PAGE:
And when the inhabitants of the land, the Canaanites, saw the mourning in the floor of Atad, they said, This is a grievous mourning to the Egyptians: wherefore the name of it was called Abelmizraim, which is beyond Jordan.
Verse 11. - And when (literally, and) the inhabitants of the land, the Canaanites, saw the mourning in the floor of Atad, they (literally, and they) said, This is a grievous mourning to the Egyptians: wherefore the name of it was called Abel-mizraim, - i.e. the meadow (אָבֵל) of the Egyptians, with a play upon the word (אֵבֶל) mourning (Keil, Kurtz, Gerlach, Rosenmüller, &c.), if indeed the word has not been punctuated wrongly - אָבֵל instead of אֵבֶל (Kalisch), which latter reading appears to have been followed by the LXX. (πένθος Αἰγύπτου) and the Vulgate (planctus AEgypti) - which is beyond Jordan (vide supra).
And his sons did unto him according as he commanded them:
Verses 12, 13. - And his sons - the Egyptians halting at Goren Atad (Keil, Havernick, Kalisch, Murphy, etc.); but this does not appear from the narrative - did unto him according as he commanded them (the explanation of what they did being given in the next clause): for his sons carried him - not simply from Goren Atad, but from Egypt, so that this verse does not imply anything about the site of the Buckthorn threshing-floor (vide supra, ver. 11) - into the land of Canaan, and buried him in the cave of the field of Machpelah, which Abraham bought with the field for a possession of a burying-place of Ephron the Hittite, before Mature (vide Genesis 23.).
For his sons carried him into the land of Canaan, and buried him in the cave of the field of Machpelah, which Abraham bought with the field for a possession of a buryingplace of Ephron the Hittite, before Mamre.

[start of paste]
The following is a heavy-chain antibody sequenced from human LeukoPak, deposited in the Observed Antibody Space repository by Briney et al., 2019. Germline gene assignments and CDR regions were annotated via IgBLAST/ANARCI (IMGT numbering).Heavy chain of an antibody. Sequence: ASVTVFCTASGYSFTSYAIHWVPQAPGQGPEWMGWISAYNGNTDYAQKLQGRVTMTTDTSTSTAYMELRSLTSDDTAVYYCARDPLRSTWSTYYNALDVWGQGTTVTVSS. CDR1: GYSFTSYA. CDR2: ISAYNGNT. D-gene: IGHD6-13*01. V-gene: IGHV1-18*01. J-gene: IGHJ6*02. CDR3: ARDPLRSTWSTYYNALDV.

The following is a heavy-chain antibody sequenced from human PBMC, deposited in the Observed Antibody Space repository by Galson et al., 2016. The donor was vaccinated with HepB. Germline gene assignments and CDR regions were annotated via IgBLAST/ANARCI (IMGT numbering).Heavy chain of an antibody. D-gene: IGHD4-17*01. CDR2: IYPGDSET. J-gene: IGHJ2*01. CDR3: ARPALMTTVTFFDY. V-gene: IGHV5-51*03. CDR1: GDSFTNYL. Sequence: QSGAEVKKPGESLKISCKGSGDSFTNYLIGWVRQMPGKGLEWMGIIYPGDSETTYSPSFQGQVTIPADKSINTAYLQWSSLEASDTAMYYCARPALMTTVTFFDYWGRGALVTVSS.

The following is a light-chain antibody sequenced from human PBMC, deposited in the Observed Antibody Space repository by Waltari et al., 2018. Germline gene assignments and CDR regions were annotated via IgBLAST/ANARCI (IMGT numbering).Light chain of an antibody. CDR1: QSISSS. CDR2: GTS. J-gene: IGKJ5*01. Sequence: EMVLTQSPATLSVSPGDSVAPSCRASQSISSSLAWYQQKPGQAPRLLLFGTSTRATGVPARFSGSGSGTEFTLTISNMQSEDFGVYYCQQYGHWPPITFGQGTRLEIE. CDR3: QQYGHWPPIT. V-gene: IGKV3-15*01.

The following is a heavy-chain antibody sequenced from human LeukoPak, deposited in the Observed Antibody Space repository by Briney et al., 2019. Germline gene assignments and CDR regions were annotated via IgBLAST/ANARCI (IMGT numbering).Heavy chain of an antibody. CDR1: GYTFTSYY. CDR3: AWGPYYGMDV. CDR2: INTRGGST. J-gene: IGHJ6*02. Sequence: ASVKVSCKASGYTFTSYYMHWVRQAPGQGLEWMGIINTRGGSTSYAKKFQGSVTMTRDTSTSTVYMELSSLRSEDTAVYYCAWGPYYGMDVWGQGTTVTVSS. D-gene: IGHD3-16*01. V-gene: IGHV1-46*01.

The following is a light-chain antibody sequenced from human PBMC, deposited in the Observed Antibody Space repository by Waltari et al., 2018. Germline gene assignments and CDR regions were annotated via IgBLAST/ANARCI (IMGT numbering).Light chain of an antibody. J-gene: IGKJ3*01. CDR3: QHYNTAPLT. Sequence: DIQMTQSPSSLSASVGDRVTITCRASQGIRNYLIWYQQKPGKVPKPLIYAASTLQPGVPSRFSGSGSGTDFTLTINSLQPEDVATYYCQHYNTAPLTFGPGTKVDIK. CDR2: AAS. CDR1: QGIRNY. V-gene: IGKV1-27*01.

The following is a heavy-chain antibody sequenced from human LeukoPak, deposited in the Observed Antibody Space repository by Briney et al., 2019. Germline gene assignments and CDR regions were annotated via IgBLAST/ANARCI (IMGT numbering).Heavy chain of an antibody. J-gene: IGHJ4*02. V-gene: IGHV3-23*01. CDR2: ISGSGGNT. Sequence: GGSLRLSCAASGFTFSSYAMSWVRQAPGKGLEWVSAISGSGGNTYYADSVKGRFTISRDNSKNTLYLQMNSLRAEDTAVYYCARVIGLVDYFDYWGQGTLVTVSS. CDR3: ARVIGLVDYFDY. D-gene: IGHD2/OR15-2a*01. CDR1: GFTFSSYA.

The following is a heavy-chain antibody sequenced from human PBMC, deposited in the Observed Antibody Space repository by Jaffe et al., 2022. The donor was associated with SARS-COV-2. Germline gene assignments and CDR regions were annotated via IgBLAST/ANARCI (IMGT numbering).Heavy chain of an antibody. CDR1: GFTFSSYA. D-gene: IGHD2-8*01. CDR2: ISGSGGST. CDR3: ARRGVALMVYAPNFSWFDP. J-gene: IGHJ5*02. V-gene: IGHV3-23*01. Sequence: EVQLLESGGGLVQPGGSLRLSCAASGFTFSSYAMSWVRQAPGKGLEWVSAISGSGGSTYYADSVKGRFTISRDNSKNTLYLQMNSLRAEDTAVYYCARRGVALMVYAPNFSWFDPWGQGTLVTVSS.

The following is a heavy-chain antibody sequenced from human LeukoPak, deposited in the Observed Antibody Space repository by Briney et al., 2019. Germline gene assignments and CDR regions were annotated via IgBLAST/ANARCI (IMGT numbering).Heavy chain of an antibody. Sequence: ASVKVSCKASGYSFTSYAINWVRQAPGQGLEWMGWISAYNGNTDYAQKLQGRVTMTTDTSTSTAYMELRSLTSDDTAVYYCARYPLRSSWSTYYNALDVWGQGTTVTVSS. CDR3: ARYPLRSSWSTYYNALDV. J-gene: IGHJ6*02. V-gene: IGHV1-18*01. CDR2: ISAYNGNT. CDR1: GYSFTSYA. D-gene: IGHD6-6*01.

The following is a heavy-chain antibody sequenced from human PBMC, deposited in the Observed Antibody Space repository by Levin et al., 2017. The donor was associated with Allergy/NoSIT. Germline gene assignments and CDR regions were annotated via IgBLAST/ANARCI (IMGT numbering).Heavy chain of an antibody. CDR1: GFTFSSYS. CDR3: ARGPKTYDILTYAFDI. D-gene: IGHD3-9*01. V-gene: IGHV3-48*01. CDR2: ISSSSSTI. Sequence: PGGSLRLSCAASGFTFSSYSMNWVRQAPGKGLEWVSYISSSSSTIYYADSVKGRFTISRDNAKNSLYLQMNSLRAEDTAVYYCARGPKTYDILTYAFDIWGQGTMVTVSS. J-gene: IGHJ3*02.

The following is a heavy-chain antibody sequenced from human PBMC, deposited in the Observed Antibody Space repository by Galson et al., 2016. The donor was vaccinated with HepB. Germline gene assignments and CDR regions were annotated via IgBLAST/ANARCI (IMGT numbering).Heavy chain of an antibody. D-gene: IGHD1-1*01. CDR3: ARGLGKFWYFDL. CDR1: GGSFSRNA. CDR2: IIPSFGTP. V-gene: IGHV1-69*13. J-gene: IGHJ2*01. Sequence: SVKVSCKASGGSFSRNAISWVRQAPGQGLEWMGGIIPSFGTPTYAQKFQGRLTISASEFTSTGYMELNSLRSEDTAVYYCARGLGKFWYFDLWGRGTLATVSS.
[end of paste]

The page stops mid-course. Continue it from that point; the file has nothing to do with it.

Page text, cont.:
And Joseph returned into Egypt, he, and his brethren, and all that went up with him to bury his father, after he had buried his father.
Verse 14. - And Joseph returnee into Egypt, he, and his brethren, and all that went up with him to bury his father, after he had buried his father.
And when Joseph's brethren saw that their father was dead, they said, Joseph will peradventure hate us, and will certainly requite us all the evil which we did unto him.
Verse 15. - And when (literally and) Joseph's brethren saw that their father was dead, they (literally, and they) said, Joseph will peradventure hate us, - literally, If Joseph hated us, or pursued us hostilely (sc. what would become of us?), לוּ with the imperfect or future setting forth a possible but undesirable contingency (vide Ewald's 'Hebrew Syntax,' § 358a; Gesenius, 'Lexicon,' sub voce) - and will certainly requite us (literally, if returning he caused to return upon us) all the evil which we did unto him. "What then?" is the natural conclusion of the sentence. "We must be utterly undone."
And they sent a messenger unto Joseph, saying, Thy father did command before he died, saying,
Verses 16, 17. - And (under these erroneous though not unnatural apprehensions) they sent a messenger unto Joseph, - literally, they charged Joseph, i.e. they deputed one of their number (possibly Benjamin) to carry their desires to Joseph - saying, Thy father did command before he died, saying (though not recorded, the circumstance here mentioned may have been historically true), So shall ye say unto Joseph, Forgive, I pray thee now, the trespass of thy brethren, and their sin; for they did unto thee evil (nothing is more inherently probable than that the good man on his death-bed did request his sons to beg their brother's pardon): and now, we pray thee, forgive the trespass of the servants of the God of thy father. Joseph's brethren in these words at once evince the depth of their humility, the sincerity of their repentance, and the genuineness of their religion. They were God's true servants, and they wished to be forgiven by their much-offended brother, who, however, had long since embraced them in the arms of his affection. And Joseph wept when they spake unto him - pained that they should for a single moment have enter-rained such suspicions against his love.
So shall ye say unto Joseph, Forgive, I pray thee now, the trespass of thy brethren, and their sin; for they did unto thee evil: and now, we pray thee, forgive the trespass of the servants of the God of thy father. And Joseph wept when they spake unto him.
And his brethren also went and fell down before his face; and they said, Behold, we be thy servants.